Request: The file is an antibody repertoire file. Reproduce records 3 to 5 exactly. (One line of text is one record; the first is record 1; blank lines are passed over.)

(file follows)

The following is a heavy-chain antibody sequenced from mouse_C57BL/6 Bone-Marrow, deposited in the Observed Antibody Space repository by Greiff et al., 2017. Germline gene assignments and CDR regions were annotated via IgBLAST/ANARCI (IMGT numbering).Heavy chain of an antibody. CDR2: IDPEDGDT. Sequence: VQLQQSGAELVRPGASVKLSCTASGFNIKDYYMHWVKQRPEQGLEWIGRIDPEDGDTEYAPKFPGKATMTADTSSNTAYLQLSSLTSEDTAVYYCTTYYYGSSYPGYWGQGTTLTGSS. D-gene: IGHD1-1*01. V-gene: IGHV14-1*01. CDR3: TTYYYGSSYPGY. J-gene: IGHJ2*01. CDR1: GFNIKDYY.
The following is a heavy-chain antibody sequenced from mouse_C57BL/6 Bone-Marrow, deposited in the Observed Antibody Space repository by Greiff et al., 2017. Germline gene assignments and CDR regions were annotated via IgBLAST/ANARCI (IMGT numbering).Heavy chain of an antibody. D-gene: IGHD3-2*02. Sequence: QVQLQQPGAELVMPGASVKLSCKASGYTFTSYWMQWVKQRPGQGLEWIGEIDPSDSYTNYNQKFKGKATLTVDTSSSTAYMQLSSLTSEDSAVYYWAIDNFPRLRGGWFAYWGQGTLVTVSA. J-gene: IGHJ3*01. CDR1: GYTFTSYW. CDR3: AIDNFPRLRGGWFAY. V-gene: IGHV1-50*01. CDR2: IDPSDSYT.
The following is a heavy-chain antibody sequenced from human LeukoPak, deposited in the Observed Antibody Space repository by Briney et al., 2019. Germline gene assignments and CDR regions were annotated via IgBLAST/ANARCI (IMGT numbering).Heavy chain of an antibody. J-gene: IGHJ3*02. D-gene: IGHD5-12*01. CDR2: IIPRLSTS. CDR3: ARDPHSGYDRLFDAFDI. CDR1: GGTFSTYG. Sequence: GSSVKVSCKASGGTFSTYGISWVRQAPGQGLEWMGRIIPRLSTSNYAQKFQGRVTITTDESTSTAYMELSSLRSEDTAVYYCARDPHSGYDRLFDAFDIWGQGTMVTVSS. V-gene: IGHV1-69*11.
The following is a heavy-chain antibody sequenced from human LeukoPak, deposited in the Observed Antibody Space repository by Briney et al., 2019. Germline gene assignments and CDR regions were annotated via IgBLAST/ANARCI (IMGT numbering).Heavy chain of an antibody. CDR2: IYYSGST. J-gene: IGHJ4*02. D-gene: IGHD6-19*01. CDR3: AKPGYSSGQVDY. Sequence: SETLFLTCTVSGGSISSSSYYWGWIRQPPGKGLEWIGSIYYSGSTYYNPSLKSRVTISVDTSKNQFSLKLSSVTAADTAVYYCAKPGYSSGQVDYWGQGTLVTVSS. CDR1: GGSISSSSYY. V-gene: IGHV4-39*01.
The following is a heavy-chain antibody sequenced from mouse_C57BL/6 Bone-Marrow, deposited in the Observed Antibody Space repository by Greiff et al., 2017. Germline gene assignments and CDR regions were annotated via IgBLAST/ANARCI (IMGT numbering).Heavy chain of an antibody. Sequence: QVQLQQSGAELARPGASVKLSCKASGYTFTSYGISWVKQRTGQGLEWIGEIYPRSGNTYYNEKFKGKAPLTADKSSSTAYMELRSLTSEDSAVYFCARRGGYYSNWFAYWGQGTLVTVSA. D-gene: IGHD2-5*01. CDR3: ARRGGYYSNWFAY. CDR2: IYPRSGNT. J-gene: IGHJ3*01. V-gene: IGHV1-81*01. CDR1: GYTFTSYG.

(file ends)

The following is a heavy-chain antibody sequenced from human LeukoPak, deposited in the Observed Antibody Space repository by Briney et al., 2019. Germline gene assignments and CDR regions were annotated via IgBLAST/ANARCI (IMGT numbering).Heavy chain of an antibody. J-gene: IGHJ3*02. D-gene: IGHD5-12*01. CDR2: IIPRLSTS. CDR3: ARDPHSGYDRLFDAFDI. CDR1: GGTFSTYG. Sequence: GSSVKVSCKASGGTFSTYGISWVRQAPGQGLEWMGRIIPRLSTSNYAQKFQGRVTITTDESTSTAYMELSSLRSEDTAVYYCARDPHSGYDRLFDAFDIWGQGTMVTVSS. V-gene: IGHV1-69*11.
The following is a heavy-chain antibody sequenced from human LeukoPak, deposited in the Observed Antibody Space repository by Briney et al., 2019. Germline gene assignments and CDR regions were annotated via IgBLAST/ANARCI (IMGT numbering).Heavy chain of an antibody. CDR2: IYYSGST. J-gene: IGHJ4*02. D-gene: IGHD6-19*01. CDR3: AKPGYSSGQVDY. Sequence: SETLFLTCTVSGGSISSSSYYWGWIRQPPGKGLEWIGSIYYSGSTYYNPSLKSRVTISVDTSKNQFSLKLSSVTAADTAVYYCAKPGYSSGQVDYWGQGTLVTVSS. CDR1: GGSISSSSYY. V-gene: IGHV4-39*01.
The following is a heavy-chain antibody sequenced from mouse_C57BL/6 Bone-Marrow, deposited in the Observed Antibody Space repository by Greiff et al., 2017. Germline gene assignments and CDR regions were annotated via IgBLAST/ANARCI (IMGT numbering).Heavy chain of an antibody. Sequence: QVQLQQSGAELARPGASVKLSCKASGYTFTSYGISWVKQRTGQGLEWIGEIYPRSGNTYYNEKFKGKAPLTADKSSSTAYMELRSLTSEDSAVYFCARRGGYYSNWFAYWGQGTLVTVSA. D-gene: IGHD2-5*01. CDR3: ARRGGYYSNWFAY. CDR2: IYPRSGNT. J-gene: IGHJ3*01. V-gene: IGHV1-81*01. CDR1: GYTFTSYG.